Blurred Lines: When is National Security No Longer an Excuse?

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Snowden’s controversial disclosures reignite the debate over national security vs civil liberties.

Background

In early June, Edward Snowden, a US intelligence employee, disclosed highly classified documents to the Guardian and the Washington Post, revealing that the United States and United Kingdom had been running a highly intrusive mass electronic surveillance campaign.

Under a cluster of programs known as PRISM, Tempora and XKeyscore, the US had been allegedly collecting metadata on its nationals and foreign governments and their nationals by tapping into telephone, internet and secure computer networks, including those used by Washington’s European allies during EU summits in Brussels. According to Snowden, the PRISM program, supervised by the US Foreign Intelligence Surveillance Court (FISA Court), gave its top intelligence agency, the NSA, the power to collect information on almost any type of interaction online — via e-mails, social networking sites, photos, chat (video or voice), etc.

These revelations raise the issue of the protection and implementation of citizens’ civil liberties, from the right to privacy and security to due process.

Governments’ snooping on their citizens is nothing new, even in its 21st century technologically advanced form. As early as 1997, news organizations reported on the US government’s easy access to private information. Yet, the NSA scandal is novel in that it has served as a catalyst event that undoubtedly confirmed old suspicions and sparked a worldwide debate on the trade off between national security and individual privacy.

Governments accessing telephone and internet data of individuals in the name of national security is not just a US-centric phenomenon, but a worldwide reality. In 2010, for example, Saudi Arabia halted Blackberry’s Mobile Messenger service because its heavy encryptions did not allow Saudi intelligence agencies to access the messages sent via the social platform. These acts undoubtedly spark the debate over whether or not they violate one’s civil liberties.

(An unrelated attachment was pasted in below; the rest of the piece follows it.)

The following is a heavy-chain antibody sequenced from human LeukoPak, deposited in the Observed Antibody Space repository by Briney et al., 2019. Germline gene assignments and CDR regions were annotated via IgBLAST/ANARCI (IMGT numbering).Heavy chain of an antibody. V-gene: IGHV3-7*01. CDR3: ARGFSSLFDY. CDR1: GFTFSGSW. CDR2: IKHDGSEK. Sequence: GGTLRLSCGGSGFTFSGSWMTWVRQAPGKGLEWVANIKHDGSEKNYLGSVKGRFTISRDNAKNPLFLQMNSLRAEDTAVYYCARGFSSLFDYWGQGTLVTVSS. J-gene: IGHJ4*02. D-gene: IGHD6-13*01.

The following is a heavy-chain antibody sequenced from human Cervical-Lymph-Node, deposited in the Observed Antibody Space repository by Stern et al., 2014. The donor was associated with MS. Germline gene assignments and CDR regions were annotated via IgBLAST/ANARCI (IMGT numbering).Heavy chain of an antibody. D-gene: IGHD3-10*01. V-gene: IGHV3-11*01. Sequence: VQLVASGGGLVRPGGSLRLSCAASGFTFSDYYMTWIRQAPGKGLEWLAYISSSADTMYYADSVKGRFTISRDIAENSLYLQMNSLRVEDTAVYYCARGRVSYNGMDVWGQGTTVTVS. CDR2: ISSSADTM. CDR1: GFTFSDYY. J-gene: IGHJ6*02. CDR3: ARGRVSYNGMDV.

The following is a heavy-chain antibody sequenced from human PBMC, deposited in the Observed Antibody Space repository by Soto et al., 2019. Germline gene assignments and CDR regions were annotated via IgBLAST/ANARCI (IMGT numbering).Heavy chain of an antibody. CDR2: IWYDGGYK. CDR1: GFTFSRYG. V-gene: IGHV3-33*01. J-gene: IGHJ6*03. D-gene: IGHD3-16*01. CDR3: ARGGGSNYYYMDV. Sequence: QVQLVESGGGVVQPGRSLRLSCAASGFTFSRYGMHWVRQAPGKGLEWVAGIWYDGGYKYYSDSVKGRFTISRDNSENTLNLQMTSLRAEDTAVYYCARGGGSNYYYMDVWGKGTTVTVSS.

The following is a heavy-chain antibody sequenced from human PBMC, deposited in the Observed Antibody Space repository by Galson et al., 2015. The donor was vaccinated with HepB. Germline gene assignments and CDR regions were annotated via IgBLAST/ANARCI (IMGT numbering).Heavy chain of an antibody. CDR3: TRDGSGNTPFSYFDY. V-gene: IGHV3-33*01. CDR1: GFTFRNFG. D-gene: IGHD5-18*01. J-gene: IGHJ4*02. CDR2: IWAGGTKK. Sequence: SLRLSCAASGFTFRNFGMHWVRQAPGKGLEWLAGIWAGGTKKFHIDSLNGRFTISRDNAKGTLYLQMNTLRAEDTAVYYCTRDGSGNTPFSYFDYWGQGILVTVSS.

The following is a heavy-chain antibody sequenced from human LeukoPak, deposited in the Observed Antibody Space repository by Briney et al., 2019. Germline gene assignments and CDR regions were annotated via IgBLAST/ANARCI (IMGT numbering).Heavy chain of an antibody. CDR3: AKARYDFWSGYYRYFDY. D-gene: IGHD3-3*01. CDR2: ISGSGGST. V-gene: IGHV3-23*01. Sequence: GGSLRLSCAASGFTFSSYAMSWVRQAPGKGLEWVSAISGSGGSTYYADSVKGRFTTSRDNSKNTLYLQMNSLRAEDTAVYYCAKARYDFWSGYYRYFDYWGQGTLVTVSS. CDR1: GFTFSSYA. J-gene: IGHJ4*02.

Why is the National Security Debate Relevant?

In the world of George Orwell’s Nineteen Eighty-Four, there are no crimes, but the cost of maintaining such a society is the loss of all privacy. Unlike the “Nineteen Eighty-Four state, many governments are not aiming to eradicate all crime. They aim — or at least claim — to collect private data only for the sake of national security. According to NSA chief General Keith Alexander, its surveillance program helped prevent “dozens” of terrorist attacks. He also asserted that the disclosure of these secret programs are a national security threat in itself, claiming that “if we tell the terrorists every way that we’re going to track them, they will get through and Americans will die.”

The question now being raised is: where do governments and individuals converge in terms of national security and individual privacy tradeoffs?

In a national US poll conducted by Quinnipiac University in July 2013, by a 45-40 margin, voters believe that “the government’s anti-terrorism efforts go too far restricting civil liberties.” Yet, this is a reversal in sentiment as a poll conducted in January 2010 revealed that by a 63-25 margin, voters believed “that such activities didn’t go far enough to adequately protect the country.”

While many varying views are present in the argument on civil liberties, experts assert that drawing a line between acceptable and unnecessary government snooping requires defining national security. In tangible terms, within the US for example, national security concerns are the likes of terrorism related activities but not petty robberies. It is argued that if national security becomes the only umbrella under which individual privacy invasion is permissible, any circumstance except a legitimate national security threat does not justify the loss of individual privacy.

Yet on the other hand, many question this justification at all, bearing in mind the Fourth Amendment to the US Constitution, which states:

“The right of the people to be secure in their persons, houses, papers, and effects, against unreasonable searches and seizures, shall not be violated, and no warrants shall issue, but upon probable cause, supported by oath or affirmation, and particularly describing the place to be searched, and the persons or things to be seized.”

Consequently, the focus shifts to law making or law enforcement. Many legal scholars have called for greater transparency in the laws surrounding the US’ surveillance programs. According to them, keeping newer laws classified, which were interpreted by existing laws (such as the Patriot Act), “runs counter to the most basic principles of democracy and the rule of law.”

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